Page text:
Week in Yogyakarta – part 3: silver smithing

One of the problems with traveling with kids is that, despite how many things you would love to put on your itinerary, you are always going to be limited in what you can do because at the end of the day, kids just don’t:
1) have the same stamina that you do – they tire easily, and they can’t stay awake terribly late
2) have the same interests that you might have. What you think is interesting might (probably will) bore them to death, and
3) have the patience to do an activity that requires repetition, or takes longer than… oh, say 45 minutes.

So all that being said, when the chance to do something very cool like silversmithing came up, S and I drew straws to see who would get to go out with our friend and give our ring-making skills a try, and who would stay in with the kids. I won.

We finished our Bahasa lessons on Wednesday, got some quick dinner, and M and I were on our way to a one-night silversmithing class in which we would make our own ring, all for the ridiculous price of… $12. Yep, a 3-hour class, taught by a silversmith AND that price included the actual silver to make the ring out of. I’m going to have a hard time going back to Canada and buying things at North American prices.

It took us a while to get there, for in classic Indonesian fashion, no houses ever have numbers on them, and no roads ever have road signs on them… so when you give your taxi driver an address, you still probably only have a 50/50 shot of getting to wherever it is you want to go (unless the location is popular enough that it’s location is common knowledge). So we drove around… and around… and around. Then our taxi driver got out and asked for directions. Then we drove for a while longer, at which point our driver once again got out to give directions.

We made it to the studio with minutes to spare before our lesson. Along with M and myself, we ended up attending the class with a middle aged Australian woman, and an American couple from California in Yogya for their honeymoon. We met our Guru (teacher), and went at it!

To save time, we didn’t do any of the actual rendering of the metal or anything like that: no smelting, etc. It was a pretty basic course. They had meter-long strips of silver in different widths ready for us to cut and mold into rings. The teacher pulled out a bowl FULL of different styles of rings, and asked us which one we’d want to make. When we decided on a style, he came around and drew a diagram of what exactly we’d need to do. Some of the rings were quite complex: I have a hard time thinking anyone making a ring for the first time would be able to do something so intricate on their first try. In the end, M chose to make a ring with a twisty-pointy face. I chose a wide solid band that I could hammer the bejeezus out of. Clearly, “twisty-pointy” and “wide band hammer receptacle” are technical terms. I’m a silversmith now. You can trust me.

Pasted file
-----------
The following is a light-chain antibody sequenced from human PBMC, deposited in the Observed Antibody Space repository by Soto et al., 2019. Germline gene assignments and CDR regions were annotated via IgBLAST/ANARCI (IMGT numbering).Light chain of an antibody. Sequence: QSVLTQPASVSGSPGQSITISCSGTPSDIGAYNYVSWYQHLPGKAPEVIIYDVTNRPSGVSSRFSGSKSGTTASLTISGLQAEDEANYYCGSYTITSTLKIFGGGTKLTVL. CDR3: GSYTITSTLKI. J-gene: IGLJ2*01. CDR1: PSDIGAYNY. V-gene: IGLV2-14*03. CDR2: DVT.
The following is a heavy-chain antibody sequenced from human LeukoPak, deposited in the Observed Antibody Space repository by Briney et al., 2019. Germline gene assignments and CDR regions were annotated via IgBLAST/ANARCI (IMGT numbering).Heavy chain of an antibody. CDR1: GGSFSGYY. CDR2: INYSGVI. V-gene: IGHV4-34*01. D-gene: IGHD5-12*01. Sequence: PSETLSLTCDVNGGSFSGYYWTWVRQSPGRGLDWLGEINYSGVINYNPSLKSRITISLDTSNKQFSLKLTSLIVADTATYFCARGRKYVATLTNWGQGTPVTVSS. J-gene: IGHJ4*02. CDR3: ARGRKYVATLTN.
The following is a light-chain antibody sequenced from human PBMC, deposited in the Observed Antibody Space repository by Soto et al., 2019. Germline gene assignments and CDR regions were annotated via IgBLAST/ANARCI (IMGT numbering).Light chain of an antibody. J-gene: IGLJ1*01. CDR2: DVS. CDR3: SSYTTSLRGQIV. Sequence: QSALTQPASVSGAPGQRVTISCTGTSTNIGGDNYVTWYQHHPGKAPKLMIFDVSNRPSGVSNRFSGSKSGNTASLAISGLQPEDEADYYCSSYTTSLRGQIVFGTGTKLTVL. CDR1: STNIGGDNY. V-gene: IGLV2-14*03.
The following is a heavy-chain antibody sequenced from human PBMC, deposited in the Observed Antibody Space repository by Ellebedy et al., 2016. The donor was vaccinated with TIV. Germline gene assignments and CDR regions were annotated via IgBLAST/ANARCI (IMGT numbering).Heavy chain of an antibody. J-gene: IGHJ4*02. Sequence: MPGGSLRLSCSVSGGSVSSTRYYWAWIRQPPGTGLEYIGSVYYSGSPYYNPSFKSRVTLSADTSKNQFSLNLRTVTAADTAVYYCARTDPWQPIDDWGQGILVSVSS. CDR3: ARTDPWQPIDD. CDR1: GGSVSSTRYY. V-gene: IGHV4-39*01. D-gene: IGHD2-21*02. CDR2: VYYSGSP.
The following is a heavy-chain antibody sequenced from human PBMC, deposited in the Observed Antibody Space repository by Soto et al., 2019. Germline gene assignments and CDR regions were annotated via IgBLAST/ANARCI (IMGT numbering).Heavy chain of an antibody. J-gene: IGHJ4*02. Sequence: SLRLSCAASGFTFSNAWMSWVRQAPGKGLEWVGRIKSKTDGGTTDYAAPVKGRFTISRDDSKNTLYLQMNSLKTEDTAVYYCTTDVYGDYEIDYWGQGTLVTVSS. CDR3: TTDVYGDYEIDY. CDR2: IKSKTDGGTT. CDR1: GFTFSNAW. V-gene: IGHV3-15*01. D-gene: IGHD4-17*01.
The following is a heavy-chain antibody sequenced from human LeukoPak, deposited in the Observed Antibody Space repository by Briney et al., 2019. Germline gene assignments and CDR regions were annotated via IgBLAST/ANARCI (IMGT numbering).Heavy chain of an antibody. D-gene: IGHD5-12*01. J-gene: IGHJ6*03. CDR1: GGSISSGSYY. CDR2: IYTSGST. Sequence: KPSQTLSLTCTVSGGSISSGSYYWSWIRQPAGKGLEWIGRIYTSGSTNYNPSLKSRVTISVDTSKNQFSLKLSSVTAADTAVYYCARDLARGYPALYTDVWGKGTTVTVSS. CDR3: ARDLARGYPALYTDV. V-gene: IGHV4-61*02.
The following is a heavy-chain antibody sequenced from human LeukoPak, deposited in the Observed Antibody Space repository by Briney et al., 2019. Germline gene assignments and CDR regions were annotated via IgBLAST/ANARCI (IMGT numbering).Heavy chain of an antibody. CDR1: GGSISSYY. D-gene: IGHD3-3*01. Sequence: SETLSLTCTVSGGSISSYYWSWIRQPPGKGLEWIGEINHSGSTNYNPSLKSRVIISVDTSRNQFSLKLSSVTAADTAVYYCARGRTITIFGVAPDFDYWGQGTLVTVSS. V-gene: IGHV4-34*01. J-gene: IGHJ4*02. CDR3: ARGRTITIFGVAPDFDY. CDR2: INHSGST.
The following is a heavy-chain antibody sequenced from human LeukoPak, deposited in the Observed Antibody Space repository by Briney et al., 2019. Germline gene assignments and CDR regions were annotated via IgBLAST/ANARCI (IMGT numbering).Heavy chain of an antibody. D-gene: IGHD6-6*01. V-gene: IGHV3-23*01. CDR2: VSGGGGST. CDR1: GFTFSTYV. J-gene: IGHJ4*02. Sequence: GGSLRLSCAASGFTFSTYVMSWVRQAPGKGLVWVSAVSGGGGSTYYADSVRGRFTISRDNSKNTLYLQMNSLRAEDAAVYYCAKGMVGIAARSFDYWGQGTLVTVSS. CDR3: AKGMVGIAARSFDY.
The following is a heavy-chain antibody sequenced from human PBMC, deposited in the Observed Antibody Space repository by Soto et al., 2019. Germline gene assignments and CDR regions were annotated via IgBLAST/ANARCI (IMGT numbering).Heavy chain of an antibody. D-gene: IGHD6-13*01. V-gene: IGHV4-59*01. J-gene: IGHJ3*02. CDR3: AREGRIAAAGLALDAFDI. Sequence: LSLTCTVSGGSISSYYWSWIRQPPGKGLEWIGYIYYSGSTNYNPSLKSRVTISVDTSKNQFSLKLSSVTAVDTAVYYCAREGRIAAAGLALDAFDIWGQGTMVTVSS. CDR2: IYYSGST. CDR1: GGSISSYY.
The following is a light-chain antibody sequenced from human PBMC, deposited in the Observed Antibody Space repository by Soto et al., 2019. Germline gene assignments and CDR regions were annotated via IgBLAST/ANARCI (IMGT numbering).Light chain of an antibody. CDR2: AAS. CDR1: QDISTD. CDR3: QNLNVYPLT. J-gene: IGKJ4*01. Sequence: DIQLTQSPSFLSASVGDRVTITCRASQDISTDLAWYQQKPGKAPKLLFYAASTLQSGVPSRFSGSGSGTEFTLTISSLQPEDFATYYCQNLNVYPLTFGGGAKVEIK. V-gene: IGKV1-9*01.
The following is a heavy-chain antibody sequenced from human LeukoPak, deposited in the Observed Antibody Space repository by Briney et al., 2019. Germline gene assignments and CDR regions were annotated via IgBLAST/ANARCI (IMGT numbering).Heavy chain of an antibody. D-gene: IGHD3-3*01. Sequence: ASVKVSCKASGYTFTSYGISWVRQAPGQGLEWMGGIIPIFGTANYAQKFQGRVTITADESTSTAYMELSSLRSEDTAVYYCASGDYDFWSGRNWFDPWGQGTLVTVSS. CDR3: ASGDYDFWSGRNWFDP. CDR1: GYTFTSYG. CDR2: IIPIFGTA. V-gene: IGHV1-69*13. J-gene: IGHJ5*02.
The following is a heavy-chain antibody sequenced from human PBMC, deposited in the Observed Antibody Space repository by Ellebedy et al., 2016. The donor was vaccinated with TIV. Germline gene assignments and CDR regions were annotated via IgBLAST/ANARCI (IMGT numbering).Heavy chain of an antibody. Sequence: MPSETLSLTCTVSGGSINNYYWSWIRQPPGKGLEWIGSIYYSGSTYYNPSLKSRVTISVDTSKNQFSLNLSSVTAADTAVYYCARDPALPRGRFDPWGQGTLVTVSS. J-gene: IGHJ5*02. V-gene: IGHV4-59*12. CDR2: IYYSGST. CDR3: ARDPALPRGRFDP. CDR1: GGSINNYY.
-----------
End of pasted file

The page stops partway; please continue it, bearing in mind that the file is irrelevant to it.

So the first step was to cut the silver, if your ring needed any cutting. Maria needed to cut the ends of her silver in half, but my ring didn’t need any cutting, so it’s clearly not an important step and we should just move on without any explanation of what was involved.

Next up: inscription. If you wanted, you could add an inscription to the inside of the ring. This involved taking giant steel spikes with tiny letters on the end of them, and literally hammering the letters into the silver. If you’ve ever done any leather-work, it’s basically the same thing, except in this case it’s with metal and therefore less wussy. Being a gigantic dork, I chose to go with an inscription that said “+1 CON”. For those of you who aren’t ALSO gigantic dorks, that is a Dungeons and Dragons reference. In the game, Constitution is the stat that measures how healthy your character is, and because of this “+1 CON” is like an inside joke for dorks who have had surgery. Kind of a “good luck” charm, if you will. With my heart surgery history, I thought it was an obvious choice.

After finishing the inscription, we then had to file the outside of the ring. Punching the inscription into the metal left an impression on the outside of the ring as well, so we needed to get rid of that. Polish (no not the country!) the ring afterwards with sandpaper for 20 minutes.

After you’re done all that, you need to light your inscribed, polished strip of silver on fire. YESSS. I’m good at that. After you soften the metal, it’s design-time. I chose to hammer the crap out of my ring to give it a sort of “old-world” look to it. I thought the end result looked like the head of an old nail, in a cool way. Our teacher thought it looked like a crumpled piece of paper… in a cool way.

After finishing with the design, it’s back into the fire, then we hammered it around a giant steel spike to curve the ring into it’s final “ring” shape. Then: you guessed it: BACK INTO THE FIRE. This time to solder it (join the two ends).

After subjecting my ring to a blowtorch for the third time, it was due for a 5 minute acid bath. I have no idea what the acid bath was for, all I know is that for 5 minutes, I got to pretend I was a Bond villain, heartlessly dipping my victim into a vat of acid. Good times. Following the acid bath, we took it out and gave it one more polish, only this time, instead of with sandpaper, we did it with some local fruit juice! It’s a very eco-friendly solution. I was pretty impressed.

We all said our goodbyes (the honeymoon couple seemed to have a great time, though the Australian lady seemed sour), and went on our ways, home with the gift of $12 worth of silver, a fun evening, and great memories!


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